Gerry Conlon’s death yesterday brought back “a lot of difficult emotions and memories”, Paul Hill said today.
The two men were among the four Irish people wrongly convicted for the bombing of two pubs in Guildford on October 5th, 1974, in which seven people were killed and scores injured.
Mr Hill, Mr Conlon and their two other co-accused, Paddy Armstrong and Carole Richardson, were jailed for life in 1975. Known as the Guildford Four, they were freed in 1989 after doubts were raised about the police evidence.
Their jailing was one of the biggest miscarriages of justice in British history, along with the Birmingham Six, who were wrongly jailed for the murder of 21 people in IRA bomb attacks on two pubs in the city in 1974.
Speaking to RTÉ Radio's This Week programme from the US, where he now lives, Mr Hill said he had "mixed emotions" when he answered the call yesterday to hear Mr Conlon (60) had died in Belfast.
“Gerry is finally released, as it were. It brought back a lot of difficult emotions and memories,” he said.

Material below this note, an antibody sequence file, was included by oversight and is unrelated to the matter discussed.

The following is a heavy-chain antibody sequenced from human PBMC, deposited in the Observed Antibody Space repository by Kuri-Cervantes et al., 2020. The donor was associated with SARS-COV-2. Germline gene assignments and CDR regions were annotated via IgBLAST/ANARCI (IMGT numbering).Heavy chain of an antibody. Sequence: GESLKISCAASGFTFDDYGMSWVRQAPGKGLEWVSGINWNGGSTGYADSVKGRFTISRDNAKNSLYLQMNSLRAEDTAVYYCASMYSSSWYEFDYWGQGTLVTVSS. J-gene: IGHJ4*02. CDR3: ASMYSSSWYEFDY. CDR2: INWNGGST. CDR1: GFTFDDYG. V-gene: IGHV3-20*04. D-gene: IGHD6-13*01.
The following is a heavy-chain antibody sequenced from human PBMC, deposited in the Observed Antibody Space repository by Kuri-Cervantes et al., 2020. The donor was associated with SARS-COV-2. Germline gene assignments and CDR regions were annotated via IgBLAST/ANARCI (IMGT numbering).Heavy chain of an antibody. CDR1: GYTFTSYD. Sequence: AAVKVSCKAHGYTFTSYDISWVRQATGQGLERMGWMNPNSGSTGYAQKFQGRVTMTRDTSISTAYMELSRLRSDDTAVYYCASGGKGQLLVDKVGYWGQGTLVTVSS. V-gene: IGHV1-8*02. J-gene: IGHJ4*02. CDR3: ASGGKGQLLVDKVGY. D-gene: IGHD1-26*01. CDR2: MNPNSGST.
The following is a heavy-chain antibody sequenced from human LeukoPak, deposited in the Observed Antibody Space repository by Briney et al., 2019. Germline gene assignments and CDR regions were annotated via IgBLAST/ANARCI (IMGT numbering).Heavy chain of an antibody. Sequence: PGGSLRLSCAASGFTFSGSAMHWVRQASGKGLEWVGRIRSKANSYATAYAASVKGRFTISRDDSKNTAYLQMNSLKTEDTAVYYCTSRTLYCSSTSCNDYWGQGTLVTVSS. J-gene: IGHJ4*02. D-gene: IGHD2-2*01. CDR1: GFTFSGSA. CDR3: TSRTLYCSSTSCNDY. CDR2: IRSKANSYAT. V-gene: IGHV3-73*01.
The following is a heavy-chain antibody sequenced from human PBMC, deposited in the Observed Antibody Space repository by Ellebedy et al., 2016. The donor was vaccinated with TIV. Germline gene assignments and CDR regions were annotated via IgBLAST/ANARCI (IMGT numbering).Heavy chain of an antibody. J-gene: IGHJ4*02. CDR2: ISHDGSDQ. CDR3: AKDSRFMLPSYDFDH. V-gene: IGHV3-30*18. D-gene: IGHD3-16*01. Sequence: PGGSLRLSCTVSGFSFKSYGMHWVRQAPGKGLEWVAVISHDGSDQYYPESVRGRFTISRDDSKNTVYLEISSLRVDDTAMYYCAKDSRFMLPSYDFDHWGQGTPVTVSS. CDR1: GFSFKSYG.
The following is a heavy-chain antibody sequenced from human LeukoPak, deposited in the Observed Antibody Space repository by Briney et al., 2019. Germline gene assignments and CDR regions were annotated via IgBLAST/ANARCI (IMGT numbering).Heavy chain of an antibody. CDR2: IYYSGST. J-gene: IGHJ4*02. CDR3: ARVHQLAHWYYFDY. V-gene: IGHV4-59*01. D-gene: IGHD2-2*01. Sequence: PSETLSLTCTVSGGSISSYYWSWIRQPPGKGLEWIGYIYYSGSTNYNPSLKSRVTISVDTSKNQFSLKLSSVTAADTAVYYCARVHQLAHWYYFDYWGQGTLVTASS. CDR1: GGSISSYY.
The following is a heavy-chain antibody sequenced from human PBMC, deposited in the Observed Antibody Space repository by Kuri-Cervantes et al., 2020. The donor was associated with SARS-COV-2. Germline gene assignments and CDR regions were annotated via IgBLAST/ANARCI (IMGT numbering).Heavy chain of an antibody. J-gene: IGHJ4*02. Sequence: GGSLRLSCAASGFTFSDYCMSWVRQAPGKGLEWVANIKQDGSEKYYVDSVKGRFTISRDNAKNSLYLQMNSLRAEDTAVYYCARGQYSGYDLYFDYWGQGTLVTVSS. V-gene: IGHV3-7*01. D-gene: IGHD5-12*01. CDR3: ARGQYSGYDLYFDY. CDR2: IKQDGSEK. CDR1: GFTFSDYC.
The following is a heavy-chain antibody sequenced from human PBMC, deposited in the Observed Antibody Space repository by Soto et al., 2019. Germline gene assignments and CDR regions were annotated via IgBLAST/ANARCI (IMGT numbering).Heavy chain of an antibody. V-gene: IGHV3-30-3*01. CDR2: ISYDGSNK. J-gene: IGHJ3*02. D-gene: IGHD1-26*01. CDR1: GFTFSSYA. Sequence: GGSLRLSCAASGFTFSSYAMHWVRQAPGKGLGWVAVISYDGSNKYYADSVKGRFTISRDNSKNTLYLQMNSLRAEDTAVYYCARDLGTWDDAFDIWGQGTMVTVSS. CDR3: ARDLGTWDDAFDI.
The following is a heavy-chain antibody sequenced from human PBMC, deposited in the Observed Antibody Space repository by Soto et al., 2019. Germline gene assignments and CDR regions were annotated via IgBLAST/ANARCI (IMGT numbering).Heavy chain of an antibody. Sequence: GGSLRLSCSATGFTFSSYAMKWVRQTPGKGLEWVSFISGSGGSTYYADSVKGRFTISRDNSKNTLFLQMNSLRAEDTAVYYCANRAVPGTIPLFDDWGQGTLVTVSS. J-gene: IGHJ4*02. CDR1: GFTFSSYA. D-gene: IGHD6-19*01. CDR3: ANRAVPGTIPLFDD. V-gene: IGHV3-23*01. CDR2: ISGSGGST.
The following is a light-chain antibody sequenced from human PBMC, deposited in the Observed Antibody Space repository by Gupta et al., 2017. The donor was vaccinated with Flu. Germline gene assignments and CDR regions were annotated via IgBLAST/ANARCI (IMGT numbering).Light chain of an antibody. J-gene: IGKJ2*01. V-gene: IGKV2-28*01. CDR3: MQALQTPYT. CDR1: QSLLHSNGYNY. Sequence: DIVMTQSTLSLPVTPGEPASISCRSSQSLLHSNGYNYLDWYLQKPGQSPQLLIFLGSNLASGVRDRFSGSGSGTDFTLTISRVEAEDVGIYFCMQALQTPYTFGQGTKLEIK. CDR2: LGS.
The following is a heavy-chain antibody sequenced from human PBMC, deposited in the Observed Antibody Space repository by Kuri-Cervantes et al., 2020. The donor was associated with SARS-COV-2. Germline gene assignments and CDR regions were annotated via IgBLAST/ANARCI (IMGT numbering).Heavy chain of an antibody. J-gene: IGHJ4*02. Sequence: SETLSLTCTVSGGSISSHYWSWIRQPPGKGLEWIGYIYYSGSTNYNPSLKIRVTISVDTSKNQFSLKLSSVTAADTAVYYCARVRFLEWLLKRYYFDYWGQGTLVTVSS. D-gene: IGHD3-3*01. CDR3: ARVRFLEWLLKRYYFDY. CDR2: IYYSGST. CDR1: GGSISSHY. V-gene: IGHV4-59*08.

"What happened to myself and Gerry Conlon was a greater miscarriage of justice than those who died in Guildford, died in Woolwich and in Birmingham," he said.
Mr Hill strongly criticised the Irish Government and media for getting involved at a late stage.
"I'm not trying to score political points here, but it has to be said that people in positions of power did very little for Gerry Conlon, for myself, the Birmingham Six, Judith Ward and the Maguire Seven," he said. "We felt abandoned for many, many years.
“People knew we were completely and absolutely innocent. They should look in the mirror today and ask themselves ‘what did I do for these individuals?’”
Mr Hill said the group got great "fortitude" from mail they received from around the world and the support from "ordinary" poeple in Ireland and England.
He said Mr Conlon, who was jailed for life with his father Giuseppe Conlon, had a bigger burden to carry.
Giuseppe Conlon was jailed in 1976 for a related alleged bomb-making offence when he travelled to England to arrange a legal defence for his son. He had one lung, emphysema and had just undergone chemotherapy. He died in Hammersmith Hospital in 1980, four years into his sentence. Eleven years later, his conviction was also overturned.
“Gerry had a more difficult time than the rest of us. He lost his father,” said Mr Hill.
Mr Hill said Mr Conlon had struggled after he was freed from prison in 1989. “ But he was driven to try and help other people,” he said.